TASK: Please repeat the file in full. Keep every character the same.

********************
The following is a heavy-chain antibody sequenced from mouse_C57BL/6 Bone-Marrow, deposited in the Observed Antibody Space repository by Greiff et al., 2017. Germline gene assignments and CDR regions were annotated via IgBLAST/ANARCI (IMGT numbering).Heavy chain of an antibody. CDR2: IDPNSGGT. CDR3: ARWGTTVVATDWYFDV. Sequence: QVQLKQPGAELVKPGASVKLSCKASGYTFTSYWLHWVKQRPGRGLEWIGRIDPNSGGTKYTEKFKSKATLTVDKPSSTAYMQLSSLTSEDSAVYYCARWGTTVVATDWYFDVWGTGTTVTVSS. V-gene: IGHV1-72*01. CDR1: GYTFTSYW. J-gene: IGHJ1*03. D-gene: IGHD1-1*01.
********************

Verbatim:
The following is a heavy-chain antibody sequenced from mouse_C57BL/6 Bone-Marrow, deposited in the Observed Antibody Space repository by Greiff et al., 2017. Germline gene assignments and CDR regions were annotated via IgBLAST/ANARCI (IMGT numbering).Heavy chain of an antibody. CDR2: IDPNSGGT. CDR3: ARWGTTVVATDWYFDV. Sequence: QVQLKQPGAELVKPGASVKLSCKASGYTFTSYWLHWVKQRPGRGLEWIGRIDPNSGGTKYTEKFKSKATLTVDKPSSTAYMQLSSLTSEDSAVYYCARWGTTVVATDWYFDVWGTGTTVTVSS. V-gene: IGHV1-72*01. CDR1: GYTFTSYW. J-gene: IGHJ1*03. D-gene: IGHD1-1*01.